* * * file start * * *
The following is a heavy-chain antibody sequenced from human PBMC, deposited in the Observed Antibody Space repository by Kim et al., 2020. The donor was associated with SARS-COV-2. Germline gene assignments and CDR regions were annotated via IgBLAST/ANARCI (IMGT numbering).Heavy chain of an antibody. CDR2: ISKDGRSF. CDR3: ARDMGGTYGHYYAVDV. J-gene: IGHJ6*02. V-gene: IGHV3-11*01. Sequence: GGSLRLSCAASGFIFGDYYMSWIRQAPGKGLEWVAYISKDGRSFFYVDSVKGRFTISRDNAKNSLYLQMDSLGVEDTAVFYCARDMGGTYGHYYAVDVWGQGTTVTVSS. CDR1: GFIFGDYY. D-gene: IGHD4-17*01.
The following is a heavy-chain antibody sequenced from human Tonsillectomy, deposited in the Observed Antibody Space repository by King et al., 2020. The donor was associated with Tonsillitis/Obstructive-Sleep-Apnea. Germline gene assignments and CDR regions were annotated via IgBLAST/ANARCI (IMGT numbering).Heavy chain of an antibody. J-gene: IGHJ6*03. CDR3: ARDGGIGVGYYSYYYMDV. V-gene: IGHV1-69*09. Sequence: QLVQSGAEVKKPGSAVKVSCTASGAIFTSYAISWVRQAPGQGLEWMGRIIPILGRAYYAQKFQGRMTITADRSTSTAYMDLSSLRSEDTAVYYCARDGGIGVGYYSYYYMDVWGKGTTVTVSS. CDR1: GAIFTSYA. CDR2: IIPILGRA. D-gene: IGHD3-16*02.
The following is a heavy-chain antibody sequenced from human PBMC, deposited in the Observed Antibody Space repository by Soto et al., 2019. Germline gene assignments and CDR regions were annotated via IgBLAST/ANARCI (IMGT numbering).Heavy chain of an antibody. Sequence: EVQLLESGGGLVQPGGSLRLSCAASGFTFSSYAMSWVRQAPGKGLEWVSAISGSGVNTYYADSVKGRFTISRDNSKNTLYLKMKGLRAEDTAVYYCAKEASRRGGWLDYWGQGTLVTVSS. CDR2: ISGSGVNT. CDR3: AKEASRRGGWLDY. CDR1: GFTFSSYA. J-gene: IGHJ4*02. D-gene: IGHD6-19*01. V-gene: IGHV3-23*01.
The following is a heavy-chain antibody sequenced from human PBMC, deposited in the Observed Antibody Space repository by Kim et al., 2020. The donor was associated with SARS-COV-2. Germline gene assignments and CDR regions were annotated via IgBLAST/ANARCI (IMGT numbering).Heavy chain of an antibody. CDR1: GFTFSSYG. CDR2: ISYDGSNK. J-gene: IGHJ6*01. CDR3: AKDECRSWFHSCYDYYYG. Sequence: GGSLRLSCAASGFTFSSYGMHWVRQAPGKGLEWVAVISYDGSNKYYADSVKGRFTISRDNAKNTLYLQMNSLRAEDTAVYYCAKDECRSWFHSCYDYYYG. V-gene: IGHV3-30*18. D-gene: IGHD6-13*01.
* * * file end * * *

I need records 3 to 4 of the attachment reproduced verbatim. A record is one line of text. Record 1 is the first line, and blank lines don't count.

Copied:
The following is a heavy-chain antibody sequenced from human PBMC, deposited in the Observed Antibody Space repository by Soto et al., 2019. Germline gene assignments and CDR regions were annotated via IgBLAST/ANARCI (IMGT numbering).Heavy chain of an antibody. Sequence: EVQLLESGGGLVQPGGSLRLSCAASGFTFSSYAMSWVRQAPGKGLEWVSAISGSGVNTYYADSVKGRFTISRDNSKNTLYLKMKGLRAEDTAVYYCAKEASRRGGWLDYWGQGTLVTVSS. CDR2: ISGSGVNT. CDR3: AKEASRRGGWLDY. CDR1: GFTFSSYA. J-gene: IGHJ4*02. D-gene: IGHD6-19*01. V-gene: IGHV3-23*01.
The following is a heavy-chain antibody sequenced from human PBMC, deposited in the Observed Antibody Space repository by Kim et al., 2020. The donor was associated with SARS-COV-2. Germline gene assignments and CDR regions were annotated via IgBLAST/ANARCI (IMGT numbering).Heavy chain of an antibody. CDR1: GFTFSSYG. CDR2: ISYDGSNK. J-gene: IGHJ6*01. CDR3: AKDECRSWFHSCYDYYYG. Sequence: GGSLRLSCAASGFTFSSYGMHWVRQAPGKGLEWVAVISYDGSNKYYADSVKGRFTISRDNAKNTLYLQMNSLRAEDTAVYYCAKDECRSWFHSCYDYYYG. V-gene: IGHV3-30*18. D-gene: IGHD6-13*01.